Mid thirties PhD student … liberal arts, maybe poetry, maybe American lit. One cat, an orange tabby who uses the litter box inconsistently and destroys anyone audacious enough to place a finger on his belly. Small one bedroom apartment in a quiet complex, she has a fern on the patio and a recycling bin filled with empty Pinot Noir bottles. She pretends lonely doesn’t hurt.
Elastic waisted, her slacks pull across her thighs in unflattering directions and she knows it and she hates it but refuses to fix, because she shouldn’t have to.
She will not be measured by pretty (even as she perpetually measures herself, even as she hates the elastic band and the soft material she selected so carefully because it should drape well. It did until Christmas break and then bread and beer and chicken with her family fricasseed the drape into a tight pull).
She will not be measured by pretty (even as she hates the heft of her own breasts that feel foreign and pendulous and pull her further into a desk chair where she is master of the language on the pages … the pages in which she is conceptualized beauty rather than a physical thing that can be ruined by her teeth yellowed with tea and smoking or her hair which has never been long and never been silky and never been anything but the ginger tangle she keeps cropped just below her ears and which she tucks nervously behind them when she meets with her advisor).
She will not be measured by pretty (even as her advisor watches the underclassmen with hunger in his watery eyes and a quiver in his jowls and she is aware he’s never quivered at the sight of her and she’s not attracted to him but still sorry that he’s never hungered for her, as though the possibility of a devouring would somehow lend her some temporary validity).
Her office is small and shared with seven other candidates. The heavy wooden desks sport the grime of five decades of coffee and cigarettes and debauchery. Arranged in a Greek key, the desks create a maze which she has to navigate perpetually in order to use the restroom or refill her coffee… this is not an efficient arrangement. Her ass is too big to make it through without sloshing up onto a surface on occasion, grabbing pens or papers and pulling them to the floor. A gauntlet of humiliation run as a routine and assembled by her forebears, not as a cruelty – but simply because it worked for them and no one had the courage to step forward and request a change, and she sure as hell wasn’t about to. This is how academia works sometimes. Slow to raise its watery eyes from the ass of the underclassmen and see the systemic pain in the ranks as the invisible people struggle to be seen, but not too clearly – not too honestly.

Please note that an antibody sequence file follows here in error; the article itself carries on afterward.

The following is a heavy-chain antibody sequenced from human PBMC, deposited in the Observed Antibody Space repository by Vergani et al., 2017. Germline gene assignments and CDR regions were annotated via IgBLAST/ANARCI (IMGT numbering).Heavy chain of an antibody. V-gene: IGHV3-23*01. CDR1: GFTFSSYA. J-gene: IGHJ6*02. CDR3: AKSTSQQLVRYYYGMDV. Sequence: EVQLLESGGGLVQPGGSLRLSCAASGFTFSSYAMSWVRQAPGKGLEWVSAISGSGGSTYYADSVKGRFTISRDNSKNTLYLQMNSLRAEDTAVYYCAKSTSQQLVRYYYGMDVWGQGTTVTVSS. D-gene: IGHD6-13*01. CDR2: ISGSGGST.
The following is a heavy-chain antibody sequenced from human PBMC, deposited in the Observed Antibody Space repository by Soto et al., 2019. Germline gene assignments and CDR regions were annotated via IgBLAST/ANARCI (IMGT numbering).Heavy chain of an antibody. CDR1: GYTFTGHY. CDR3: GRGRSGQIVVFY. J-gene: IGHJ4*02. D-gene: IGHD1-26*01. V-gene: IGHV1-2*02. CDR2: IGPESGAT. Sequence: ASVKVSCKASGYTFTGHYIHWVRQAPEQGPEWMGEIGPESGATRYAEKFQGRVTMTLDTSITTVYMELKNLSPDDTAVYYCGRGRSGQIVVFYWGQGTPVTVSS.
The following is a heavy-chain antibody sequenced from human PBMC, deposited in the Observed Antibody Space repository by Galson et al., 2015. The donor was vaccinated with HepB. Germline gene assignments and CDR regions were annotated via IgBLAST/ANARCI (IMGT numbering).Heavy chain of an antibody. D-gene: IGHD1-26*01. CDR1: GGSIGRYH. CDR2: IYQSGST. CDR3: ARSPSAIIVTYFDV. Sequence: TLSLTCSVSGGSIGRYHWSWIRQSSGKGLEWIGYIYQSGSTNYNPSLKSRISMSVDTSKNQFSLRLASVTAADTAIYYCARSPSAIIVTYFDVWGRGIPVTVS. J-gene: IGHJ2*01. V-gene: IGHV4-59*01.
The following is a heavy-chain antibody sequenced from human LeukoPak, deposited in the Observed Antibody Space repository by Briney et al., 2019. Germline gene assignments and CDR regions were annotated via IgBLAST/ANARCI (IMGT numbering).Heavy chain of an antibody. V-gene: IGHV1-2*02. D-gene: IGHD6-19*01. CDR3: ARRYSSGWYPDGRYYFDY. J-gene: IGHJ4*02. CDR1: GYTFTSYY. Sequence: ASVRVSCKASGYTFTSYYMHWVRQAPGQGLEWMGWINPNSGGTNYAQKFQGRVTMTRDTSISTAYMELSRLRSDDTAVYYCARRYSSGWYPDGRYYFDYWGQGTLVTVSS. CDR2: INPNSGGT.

As often happens, she will find a way – maybe not her way, maybe not the way we would like for her, but a way. So many of us want her to rise up, to see herself and her elastic pants and her cat and her work and her breasts as the wonder that they are, to love them and to love herself and to feel powerful and fulfilled and … beautiful. Note, as you picture this outcome, is there also a music montage makeover where she loses weight and finds a stylist to address her hair and makes her advisor swoon just once before his ticker gives out? Even in our hopes for our hero to find self-love, it is so hard to not also want her to suddenly be beautiful.
The way she finds is acceptance, a kind of resignation that pretty will never be her way and that aging women have an advantage in that everyone expects them to be ‘not pretty’ … it grows easier for her to rally against pretty as she becomes more and more invisible. In the end she is reduced to the words on the page – the stories she wrote – the magic she constructed.
She is reduced to her own concept of herself, and she will live there forever, frozen into a kind of mediocrity that is the very honest tragedy and legend of human existence. In the end she is not measured by beautiful or extraordinary. In the end, like most of us, she is not measured at all.